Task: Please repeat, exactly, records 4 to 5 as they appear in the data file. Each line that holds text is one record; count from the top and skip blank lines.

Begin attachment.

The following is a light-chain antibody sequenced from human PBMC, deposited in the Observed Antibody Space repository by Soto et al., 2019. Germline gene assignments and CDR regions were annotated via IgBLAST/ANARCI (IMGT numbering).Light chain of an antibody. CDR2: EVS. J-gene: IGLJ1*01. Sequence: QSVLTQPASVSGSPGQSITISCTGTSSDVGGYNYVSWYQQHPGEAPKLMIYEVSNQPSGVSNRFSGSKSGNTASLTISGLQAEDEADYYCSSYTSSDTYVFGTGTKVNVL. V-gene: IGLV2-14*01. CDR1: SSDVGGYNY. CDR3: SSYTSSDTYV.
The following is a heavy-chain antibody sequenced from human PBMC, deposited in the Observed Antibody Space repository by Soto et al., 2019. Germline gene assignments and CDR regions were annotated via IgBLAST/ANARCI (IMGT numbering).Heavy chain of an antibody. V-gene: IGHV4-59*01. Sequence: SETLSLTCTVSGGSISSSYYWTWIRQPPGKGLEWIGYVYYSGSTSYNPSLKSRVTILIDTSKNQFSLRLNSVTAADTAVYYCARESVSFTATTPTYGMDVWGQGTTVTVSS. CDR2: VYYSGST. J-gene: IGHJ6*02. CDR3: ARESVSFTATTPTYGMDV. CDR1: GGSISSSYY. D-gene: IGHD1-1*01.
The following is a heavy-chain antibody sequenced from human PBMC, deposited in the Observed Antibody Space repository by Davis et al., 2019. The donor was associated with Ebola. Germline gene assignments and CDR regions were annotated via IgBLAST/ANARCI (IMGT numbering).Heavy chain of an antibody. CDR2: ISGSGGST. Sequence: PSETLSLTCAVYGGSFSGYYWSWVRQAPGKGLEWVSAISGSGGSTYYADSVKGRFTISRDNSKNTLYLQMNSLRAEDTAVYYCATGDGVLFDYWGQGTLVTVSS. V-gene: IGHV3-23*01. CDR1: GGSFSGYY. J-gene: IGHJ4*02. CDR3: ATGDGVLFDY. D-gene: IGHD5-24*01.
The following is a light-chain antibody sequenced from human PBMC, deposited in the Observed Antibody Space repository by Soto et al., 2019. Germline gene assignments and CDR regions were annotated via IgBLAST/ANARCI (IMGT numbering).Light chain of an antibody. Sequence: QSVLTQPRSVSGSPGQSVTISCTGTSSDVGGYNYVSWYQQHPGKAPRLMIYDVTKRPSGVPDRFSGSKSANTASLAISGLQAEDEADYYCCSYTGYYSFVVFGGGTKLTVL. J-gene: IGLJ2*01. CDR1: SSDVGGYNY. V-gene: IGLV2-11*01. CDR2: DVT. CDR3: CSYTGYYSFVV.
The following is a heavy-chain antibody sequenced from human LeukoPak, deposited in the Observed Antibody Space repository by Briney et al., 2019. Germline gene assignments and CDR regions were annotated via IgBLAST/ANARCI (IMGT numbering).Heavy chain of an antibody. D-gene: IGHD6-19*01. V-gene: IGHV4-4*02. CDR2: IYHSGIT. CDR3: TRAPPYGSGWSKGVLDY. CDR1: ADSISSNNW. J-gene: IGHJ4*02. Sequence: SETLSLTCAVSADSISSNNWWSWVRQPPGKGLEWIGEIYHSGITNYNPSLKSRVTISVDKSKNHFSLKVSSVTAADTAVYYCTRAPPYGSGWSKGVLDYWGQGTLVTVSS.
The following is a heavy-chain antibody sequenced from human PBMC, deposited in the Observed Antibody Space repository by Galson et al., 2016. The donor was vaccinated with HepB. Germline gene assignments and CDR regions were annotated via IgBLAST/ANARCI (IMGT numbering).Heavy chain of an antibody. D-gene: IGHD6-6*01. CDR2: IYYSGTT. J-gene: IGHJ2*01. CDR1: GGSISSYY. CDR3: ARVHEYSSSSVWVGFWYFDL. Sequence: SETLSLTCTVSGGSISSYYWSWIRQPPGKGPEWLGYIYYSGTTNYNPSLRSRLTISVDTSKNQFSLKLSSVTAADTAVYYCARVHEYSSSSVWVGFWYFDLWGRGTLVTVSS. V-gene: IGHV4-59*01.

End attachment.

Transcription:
The following is a light-chain antibody sequenced from human PBMC, deposited in the Observed Antibody Space repository by Soto et al., 2019. Germline gene assignments and CDR regions were annotated via IgBLAST/ANARCI (IMGT numbering).Light chain of an antibody. Sequence: QSVLTQPRSVSGSPGQSVTISCTGTSSDVGGYNYVSWYQQHPGKAPRLMIYDVTKRPSGVPDRFSGSKSANTASLAISGLQAEDEADYYCCSYTGYYSFVVFGGGTKLTVL. J-gene: IGLJ2*01. CDR1: SSDVGGYNY. V-gene: IGLV2-11*01. CDR2: DVT. CDR3: CSYTGYYSFVV.
The following is a heavy-chain antibody sequenced from human LeukoPak, deposited in the Observed Antibody Space repository by Briney et al., 2019. Germline gene assignments and CDR regions were annotated via IgBLAST/ANARCI (IMGT numbering).Heavy chain of an antibody. D-gene: IGHD6-19*01. V-gene: IGHV4-4*02. CDR2: IYHSGIT. CDR3: TRAPPYGSGWSKGVLDY. CDR1: ADSISSNNW. J-gene: IGHJ4*02. Sequence: SETLSLTCAVSADSISSNNWWSWVRQPPGKGLEWIGEIYHSGITNYNPSLKSRVTISVDKSKNHFSLKVSSVTAADTAVYYCTRAPPYGSGWSKGVLDYWGQGTLVTVSS.